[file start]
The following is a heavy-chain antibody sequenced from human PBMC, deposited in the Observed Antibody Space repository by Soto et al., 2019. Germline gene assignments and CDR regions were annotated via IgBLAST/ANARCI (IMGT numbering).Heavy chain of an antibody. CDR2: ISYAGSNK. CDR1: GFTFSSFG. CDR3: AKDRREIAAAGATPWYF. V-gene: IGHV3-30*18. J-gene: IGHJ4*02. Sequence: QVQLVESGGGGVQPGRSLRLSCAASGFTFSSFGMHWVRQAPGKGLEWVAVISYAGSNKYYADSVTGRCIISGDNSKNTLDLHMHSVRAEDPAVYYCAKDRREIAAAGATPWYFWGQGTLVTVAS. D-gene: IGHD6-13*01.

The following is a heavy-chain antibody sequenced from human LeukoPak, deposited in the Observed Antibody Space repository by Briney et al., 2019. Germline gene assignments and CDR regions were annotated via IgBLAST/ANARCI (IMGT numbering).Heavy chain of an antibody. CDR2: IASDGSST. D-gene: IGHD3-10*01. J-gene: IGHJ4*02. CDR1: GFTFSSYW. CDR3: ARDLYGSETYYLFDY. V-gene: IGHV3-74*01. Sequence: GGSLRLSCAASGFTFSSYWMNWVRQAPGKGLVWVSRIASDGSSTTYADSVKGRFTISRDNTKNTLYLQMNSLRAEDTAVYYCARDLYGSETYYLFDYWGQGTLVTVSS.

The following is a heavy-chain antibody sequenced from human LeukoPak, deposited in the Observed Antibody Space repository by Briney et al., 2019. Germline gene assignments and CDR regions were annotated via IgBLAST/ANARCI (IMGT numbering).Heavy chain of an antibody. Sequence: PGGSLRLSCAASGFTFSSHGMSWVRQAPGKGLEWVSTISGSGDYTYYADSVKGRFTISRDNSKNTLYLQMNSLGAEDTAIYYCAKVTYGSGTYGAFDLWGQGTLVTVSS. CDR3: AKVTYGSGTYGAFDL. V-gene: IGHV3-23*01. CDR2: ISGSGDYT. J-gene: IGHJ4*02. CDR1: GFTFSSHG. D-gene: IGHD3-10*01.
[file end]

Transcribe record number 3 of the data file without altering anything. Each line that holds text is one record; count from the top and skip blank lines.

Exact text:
The following is a heavy-chain antibody sequenced from human LeukoPak, deposited in the Observed Antibody Space repository by Briney et al., 2019. Germline gene assignments and CDR regions were annotated via IgBLAST/ANARCI (IMGT numbering).Heavy chain of an antibody. Sequence: PGGSLRLSCAASGFTFSSHGMSWVRQAPGKGLEWVSTISGSGDYTYYADSVKGRFTISRDNSKNTLYLQMNSLGAEDTAIYYCAKVTYGSGTYGAFDLWGQGTLVTVSS. CDR3: AKVTYGSGTYGAFDL. V-gene: IGHV3-23*01. CDR2: ISGSGDYT. J-gene: IGHJ4*02. CDR1: GFTFSSHG. D-gene: IGHD3-10*01.